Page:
Sometimes Parents Get A Portion, Even if your Spouse Survives you:

If the deceased has no descendants but is survived by a spouse and at least one parent, then the surviving spouse receives the first 25% of the intestate estate, but not less than $50,000.00 nor more than $200,000.00, plus three-quarters of any balance of the intestate estate. The surviving parents equally share the remainder.

Sometimes Children Get A Portion, Even if your Spouse Survives you:

If the deceased has a surviving spouse and descendants, all of whom are also the descendants of the surviving spouse, but the surviving spouse has his or her descendants that are not the descendants of the deceased (step children), then the surviving spouse receives the first 25% of the intestate estate, but not less than $50,000.00 nor more than $200,000.00, plus one-half of the balance of the intestate estate. The remainder passes to the deceased’s descendants.

If one or more of the deceased’s surviving descendants are not the descendant of the surviving spouse (the surviving spouse is the stepmom or dad), the surviving spouse receives the first 25% of the intestate estate, but not less than $50,000.00 nor more than $200,000.00, plus one-half of the balance of the intestate estate. The remainder passes to the decedent’s descendants.

When there is no Surviving Spouse:

If there is no surviving spouse, then the entire intestate estate passes to the decedent’s descendants.

Are there neither surviving spouse nor descendants? Then the intestate estate passes to the parents equally if alive or to the surviving parent.

Are there no surviving spouse, descendants or parents?  Then the intestate estate passes to the descendants of the decedent’s parents.

Is there no surviving spouse, descendants, parents or descendants of parents? BUT the decedent is survived by one or more grandparents? Then one-half of the intestate estate passes to the decedent’s paternal grandparents equally if both survive. OR to the surviving paternal grandparent, or to the descendants of the decedent’s paternal grandparents or either of them if both are deceased, the descendants taking by representation; and the other half passes to the decedent’s maternal relatives in the same manner; but if there is no surviving grandparent or descendant of a grandparent on either the paternal or the maternal side, the entire estate passes to the decedent’s relatives on the other side in the same manner as the half.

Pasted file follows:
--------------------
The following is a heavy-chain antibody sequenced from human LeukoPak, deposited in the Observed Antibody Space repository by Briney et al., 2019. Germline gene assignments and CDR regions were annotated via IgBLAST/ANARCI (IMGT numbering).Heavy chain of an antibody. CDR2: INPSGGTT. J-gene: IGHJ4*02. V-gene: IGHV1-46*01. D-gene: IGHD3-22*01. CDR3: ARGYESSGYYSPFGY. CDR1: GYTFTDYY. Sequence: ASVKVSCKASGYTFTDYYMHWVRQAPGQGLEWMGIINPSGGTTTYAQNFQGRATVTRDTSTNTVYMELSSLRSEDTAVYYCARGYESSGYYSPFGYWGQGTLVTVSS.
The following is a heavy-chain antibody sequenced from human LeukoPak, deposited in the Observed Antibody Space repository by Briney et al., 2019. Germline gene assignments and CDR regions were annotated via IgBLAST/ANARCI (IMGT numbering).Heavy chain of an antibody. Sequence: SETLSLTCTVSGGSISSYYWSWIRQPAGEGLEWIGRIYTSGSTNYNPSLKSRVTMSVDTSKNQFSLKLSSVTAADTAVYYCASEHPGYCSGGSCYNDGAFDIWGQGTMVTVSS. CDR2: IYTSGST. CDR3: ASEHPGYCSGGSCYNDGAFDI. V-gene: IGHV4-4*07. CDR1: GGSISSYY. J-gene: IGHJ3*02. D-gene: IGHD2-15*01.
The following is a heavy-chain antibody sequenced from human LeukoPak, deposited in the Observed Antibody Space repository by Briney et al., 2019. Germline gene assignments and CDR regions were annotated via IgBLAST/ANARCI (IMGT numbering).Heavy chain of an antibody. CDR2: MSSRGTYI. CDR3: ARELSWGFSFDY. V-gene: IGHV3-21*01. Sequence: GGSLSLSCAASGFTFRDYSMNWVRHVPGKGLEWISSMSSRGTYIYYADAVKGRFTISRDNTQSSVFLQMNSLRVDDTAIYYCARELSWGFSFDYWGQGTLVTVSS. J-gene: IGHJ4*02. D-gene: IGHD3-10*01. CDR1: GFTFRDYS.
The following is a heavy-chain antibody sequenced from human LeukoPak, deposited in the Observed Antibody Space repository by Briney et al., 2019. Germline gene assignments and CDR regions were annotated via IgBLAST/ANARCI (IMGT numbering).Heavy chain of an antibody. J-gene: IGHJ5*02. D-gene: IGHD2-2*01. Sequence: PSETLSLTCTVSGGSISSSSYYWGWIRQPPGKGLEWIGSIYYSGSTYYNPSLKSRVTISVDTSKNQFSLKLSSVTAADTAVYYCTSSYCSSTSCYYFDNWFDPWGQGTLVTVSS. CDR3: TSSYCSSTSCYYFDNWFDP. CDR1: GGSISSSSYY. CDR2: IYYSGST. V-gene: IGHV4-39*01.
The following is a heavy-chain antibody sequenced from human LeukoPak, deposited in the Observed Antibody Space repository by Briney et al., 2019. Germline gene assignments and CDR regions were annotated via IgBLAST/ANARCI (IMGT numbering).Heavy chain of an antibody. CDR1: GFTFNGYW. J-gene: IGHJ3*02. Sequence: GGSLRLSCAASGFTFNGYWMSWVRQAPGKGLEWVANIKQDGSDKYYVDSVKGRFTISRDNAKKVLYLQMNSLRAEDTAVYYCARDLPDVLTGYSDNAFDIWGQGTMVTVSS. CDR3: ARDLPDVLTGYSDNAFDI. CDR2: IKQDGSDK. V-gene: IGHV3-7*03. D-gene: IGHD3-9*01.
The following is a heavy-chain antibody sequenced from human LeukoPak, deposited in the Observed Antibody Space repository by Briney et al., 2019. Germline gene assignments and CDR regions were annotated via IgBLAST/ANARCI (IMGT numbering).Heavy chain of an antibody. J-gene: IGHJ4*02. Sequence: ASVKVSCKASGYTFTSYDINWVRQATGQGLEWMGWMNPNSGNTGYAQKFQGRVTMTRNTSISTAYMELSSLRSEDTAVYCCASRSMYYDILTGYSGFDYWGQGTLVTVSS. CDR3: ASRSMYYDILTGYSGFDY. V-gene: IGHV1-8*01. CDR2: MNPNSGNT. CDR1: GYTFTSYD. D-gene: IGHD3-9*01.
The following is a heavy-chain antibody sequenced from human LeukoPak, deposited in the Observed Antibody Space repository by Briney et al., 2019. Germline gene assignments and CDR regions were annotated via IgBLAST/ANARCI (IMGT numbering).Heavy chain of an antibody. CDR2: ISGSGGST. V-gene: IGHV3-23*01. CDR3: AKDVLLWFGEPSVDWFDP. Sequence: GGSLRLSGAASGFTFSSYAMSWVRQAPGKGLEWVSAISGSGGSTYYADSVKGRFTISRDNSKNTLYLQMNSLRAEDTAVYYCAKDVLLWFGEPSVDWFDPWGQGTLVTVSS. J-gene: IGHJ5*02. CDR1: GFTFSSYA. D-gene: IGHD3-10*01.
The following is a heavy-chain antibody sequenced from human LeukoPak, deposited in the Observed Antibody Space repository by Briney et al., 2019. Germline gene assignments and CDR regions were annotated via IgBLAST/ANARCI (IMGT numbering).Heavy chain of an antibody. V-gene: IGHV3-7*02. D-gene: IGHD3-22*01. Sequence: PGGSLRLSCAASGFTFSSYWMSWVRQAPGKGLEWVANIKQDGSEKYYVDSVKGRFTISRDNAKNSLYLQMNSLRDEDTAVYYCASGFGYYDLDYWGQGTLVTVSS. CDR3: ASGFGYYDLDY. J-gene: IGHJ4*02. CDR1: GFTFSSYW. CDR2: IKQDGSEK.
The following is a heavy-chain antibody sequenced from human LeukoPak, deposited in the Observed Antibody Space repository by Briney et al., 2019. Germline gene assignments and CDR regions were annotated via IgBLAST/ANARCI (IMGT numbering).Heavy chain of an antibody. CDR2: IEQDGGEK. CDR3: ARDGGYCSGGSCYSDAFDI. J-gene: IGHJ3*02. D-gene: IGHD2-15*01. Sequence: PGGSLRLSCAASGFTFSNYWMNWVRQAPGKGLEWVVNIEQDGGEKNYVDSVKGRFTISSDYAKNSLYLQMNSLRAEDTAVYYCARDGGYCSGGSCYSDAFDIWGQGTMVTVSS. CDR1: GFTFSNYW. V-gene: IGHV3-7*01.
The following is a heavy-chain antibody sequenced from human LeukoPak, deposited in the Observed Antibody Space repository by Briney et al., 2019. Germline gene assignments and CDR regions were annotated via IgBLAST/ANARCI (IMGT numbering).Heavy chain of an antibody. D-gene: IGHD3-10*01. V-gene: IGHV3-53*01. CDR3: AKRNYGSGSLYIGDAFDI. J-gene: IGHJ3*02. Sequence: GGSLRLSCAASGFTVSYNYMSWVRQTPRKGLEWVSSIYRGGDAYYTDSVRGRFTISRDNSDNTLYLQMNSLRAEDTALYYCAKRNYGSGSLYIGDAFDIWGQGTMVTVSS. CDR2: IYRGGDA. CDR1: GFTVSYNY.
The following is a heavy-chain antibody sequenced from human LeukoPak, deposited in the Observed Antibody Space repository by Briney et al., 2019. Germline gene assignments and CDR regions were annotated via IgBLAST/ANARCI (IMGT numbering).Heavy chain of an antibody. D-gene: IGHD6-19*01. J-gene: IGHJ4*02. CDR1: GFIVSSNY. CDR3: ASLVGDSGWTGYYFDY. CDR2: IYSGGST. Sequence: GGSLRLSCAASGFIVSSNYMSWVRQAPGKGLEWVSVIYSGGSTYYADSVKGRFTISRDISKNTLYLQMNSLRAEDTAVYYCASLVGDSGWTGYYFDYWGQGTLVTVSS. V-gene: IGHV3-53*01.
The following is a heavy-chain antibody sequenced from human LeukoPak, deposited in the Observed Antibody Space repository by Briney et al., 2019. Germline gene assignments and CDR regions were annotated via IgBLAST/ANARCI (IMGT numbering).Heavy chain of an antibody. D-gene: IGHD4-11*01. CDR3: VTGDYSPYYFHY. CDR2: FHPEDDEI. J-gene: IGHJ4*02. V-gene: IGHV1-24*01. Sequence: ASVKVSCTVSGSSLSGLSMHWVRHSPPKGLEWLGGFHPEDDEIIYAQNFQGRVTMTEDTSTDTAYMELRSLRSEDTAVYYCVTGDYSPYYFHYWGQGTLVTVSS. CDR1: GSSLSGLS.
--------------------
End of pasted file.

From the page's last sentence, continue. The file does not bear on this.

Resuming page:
If there is no surviving spouse, descendants, parents, descendant of a parent, or surviving grandparent, but the decedent is survived by one or more descendants of grandparents, the descendants take equally if they are all of the same degree of kinship to the decedent, but if of unequal degree those of more remote degree take by representation.

If there is no surviving spouse, descendants, parents, descendant of a parent, grandparent or descendants of grandparents, then the decedent’s stepchildren or their descendants take by representation.

Who Gets Your Stuff if You Die Without a Will In New Jersey? Better to see some examples!

These rules can become confusing.  We provide you some examples in our article, Simplifying the New Jersey Rules of Intestate Succession.

In this Post, I tried to answer the question, “Who Gets Your Stuff if You Die Without a Will In New Jersey?”  Let me know how I did, comments and questions are welcome!

If you still have questions about the Rules of Intestacy, feel free to Contact our office for a free consultation. 

Author, Peter Klenk, Esq. LL.M.

Tags:

Estate Administration, Intestate Succession, New Jersey, Probate, Probate Attorney, Probate Lawyer, Rules of Intestacy, Tatyana Gleyzer